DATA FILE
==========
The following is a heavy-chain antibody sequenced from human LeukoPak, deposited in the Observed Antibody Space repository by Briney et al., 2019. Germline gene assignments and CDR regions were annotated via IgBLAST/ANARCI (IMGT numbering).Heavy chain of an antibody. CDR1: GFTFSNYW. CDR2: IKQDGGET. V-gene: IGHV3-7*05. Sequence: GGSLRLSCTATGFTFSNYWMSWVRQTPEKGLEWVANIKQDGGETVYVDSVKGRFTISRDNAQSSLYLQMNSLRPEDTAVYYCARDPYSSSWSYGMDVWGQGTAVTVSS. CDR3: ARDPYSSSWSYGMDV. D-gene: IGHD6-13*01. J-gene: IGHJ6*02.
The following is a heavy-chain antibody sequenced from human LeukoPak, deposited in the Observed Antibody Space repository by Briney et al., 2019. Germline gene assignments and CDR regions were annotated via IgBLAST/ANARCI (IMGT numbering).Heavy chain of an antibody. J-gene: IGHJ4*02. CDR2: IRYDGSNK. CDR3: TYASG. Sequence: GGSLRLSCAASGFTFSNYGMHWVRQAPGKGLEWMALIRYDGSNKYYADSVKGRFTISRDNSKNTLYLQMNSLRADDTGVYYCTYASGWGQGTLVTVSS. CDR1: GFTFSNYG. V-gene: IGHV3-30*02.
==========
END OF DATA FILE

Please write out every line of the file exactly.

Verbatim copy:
The following is a heavy-chain antibody sequenced from human LeukoPak, deposited in the Observed Antibody Space repository by Briney et al., 2019. Germline gene assignments and CDR regions were annotated via IgBLAST/ANARCI (IMGT numbering).Heavy chain of an antibody. CDR1: GFTFSNYW. CDR2: IKQDGGET. V-gene: IGHV3-7*05. Sequence: GGSLRLSCTATGFTFSNYWMSWVRQTPEKGLEWVANIKQDGGETVYVDSVKGRFTISRDNAQSSLYLQMNSLRPEDTAVYYCARDPYSSSWSYGMDVWGQGTAVTVSS. CDR3: ARDPYSSSWSYGMDV. D-gene: IGHD6-13*01. J-gene: IGHJ6*02.
The following is a heavy-chain antibody sequenced from human LeukoPak, deposited in the Observed Antibody Space repository by Briney et al., 2019. Germline gene assignments and CDR regions were annotated via IgBLAST/ANARCI (IMGT numbering).Heavy chain of an antibody. J-gene: IGHJ4*02. CDR2: IRYDGSNK. CDR3: TYASG. Sequence: GGSLRLSCAASGFTFSNYGMHWVRQAPGKGLEWMALIRYDGSNKYYADSVKGRFTISRDNSKNTLYLQMNSLRADDTGVYYCTYASGWGQGTLVTVSS. CDR1: GFTFSNYG. V-gene: IGHV3-30*02.